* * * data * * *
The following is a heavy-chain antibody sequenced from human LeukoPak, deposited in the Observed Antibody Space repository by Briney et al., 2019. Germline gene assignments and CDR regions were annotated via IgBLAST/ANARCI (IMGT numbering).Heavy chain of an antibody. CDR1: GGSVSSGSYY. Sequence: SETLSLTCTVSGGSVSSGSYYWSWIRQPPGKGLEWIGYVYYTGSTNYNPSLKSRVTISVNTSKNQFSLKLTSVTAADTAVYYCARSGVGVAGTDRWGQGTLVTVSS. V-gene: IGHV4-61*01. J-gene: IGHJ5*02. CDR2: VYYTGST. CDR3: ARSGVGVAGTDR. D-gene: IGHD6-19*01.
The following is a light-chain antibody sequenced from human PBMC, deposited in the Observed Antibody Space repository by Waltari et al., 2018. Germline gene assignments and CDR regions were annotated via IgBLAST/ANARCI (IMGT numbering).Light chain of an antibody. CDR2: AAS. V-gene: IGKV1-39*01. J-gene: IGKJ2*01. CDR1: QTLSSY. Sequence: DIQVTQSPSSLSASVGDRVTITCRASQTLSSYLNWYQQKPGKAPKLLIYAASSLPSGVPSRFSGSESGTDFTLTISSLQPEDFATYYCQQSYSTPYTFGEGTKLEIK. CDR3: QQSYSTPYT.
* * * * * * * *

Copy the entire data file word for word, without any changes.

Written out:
The following is a heavy-chain antibody sequenced from human LeukoPak, deposited in the Observed Antibody Space repository by Briney et al., 2019. Germline gene assignments and CDR regions were annotated via IgBLAST/ANARCI (IMGT numbering).Heavy chain of an antibody. CDR1: GGSVSSGSYY. Sequence: SETLSLTCTVSGGSVSSGSYYWSWIRQPPGKGLEWIGYVYYTGSTNYNPSLKSRVTISVNTSKNQFSLKLTSVTAADTAVYYCARSGVGVAGTDRWGQGTLVTVSS. V-gene: IGHV4-61*01. J-gene: IGHJ5*02. CDR2: VYYTGST. CDR3: ARSGVGVAGTDR. D-gene: IGHD6-19*01.
The following is a light-chain antibody sequenced from human PBMC, deposited in the Observed Antibody Space repository by Waltari et al., 2018. Germline gene assignments and CDR regions were annotated via IgBLAST/ANARCI (IMGT numbering).Light chain of an antibody. CDR2: AAS. V-gene: IGKV1-39*01. J-gene: IGKJ2*01. CDR1: QTLSSY. Sequence: DIQVTQSPSSLSASVGDRVTITCRASQTLSSYLNWYQQKPGKAPKLLIYAASSLPSGVPSRFSGSESGTDFTLTISSLQPEDFATYYCQQSYSTPYTFGEGTKLEIK. CDR3: QQSYSTPYT.